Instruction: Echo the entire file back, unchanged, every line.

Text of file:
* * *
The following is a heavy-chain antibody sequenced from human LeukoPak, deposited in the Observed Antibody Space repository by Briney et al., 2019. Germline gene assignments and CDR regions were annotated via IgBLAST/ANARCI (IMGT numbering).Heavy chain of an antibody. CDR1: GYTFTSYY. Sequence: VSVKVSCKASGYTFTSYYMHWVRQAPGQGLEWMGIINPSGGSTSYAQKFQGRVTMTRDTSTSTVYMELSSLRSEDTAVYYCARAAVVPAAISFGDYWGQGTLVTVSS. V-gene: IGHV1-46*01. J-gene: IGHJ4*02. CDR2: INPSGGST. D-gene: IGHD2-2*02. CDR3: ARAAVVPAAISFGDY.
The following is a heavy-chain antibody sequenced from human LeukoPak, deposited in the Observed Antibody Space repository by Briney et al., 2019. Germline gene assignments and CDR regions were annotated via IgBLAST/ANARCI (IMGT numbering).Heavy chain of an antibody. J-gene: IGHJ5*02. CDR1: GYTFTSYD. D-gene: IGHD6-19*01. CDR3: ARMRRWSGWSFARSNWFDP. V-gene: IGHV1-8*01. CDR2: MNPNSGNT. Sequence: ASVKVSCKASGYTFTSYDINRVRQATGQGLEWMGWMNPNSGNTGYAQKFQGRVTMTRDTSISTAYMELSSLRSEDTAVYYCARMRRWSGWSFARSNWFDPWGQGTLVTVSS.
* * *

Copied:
The following is a heavy-chain antibody sequenced from human LeukoPak, deposited in the Observed Antibody Space repository by Briney et al., 2019. Germline gene assignments and CDR regions were annotated via IgBLAST/ANARCI (IMGT numbering).Heavy chain of an antibody. CDR1: GYTFTSYY. Sequence: VSVKVSCKASGYTFTSYYMHWVRQAPGQGLEWMGIINPSGGSTSYAQKFQGRVTMTRDTSTSTVYMELSSLRSEDTAVYYCARAAVVPAAISFGDYWGQGTLVTVSS. V-gene: IGHV1-46*01. J-gene: IGHJ4*02. CDR2: INPSGGST. D-gene: IGHD2-2*02. CDR3: ARAAVVPAAISFGDY.
The following is a heavy-chain antibody sequenced from human LeukoPak, deposited in the Observed Antibody Space repository by Briney et al., 2019. Germline gene assignments and CDR regions were annotated via IgBLAST/ANARCI (IMGT numbering).Heavy chain of an antibody. J-gene: IGHJ5*02. CDR1: GYTFTSYD. D-gene: IGHD6-19*01. CDR3: ARMRRWSGWSFARSNWFDP. V-gene: IGHV1-8*01. CDR2: MNPNSGNT. Sequence: ASVKVSCKASGYTFTSYDINRVRQATGQGLEWMGWMNPNSGNTGYAQKFQGRVTMTRDTSISTAYMELSSLRSEDTAVYYCARMRRWSGWSFARSNWFDPWGQGTLVTVSS.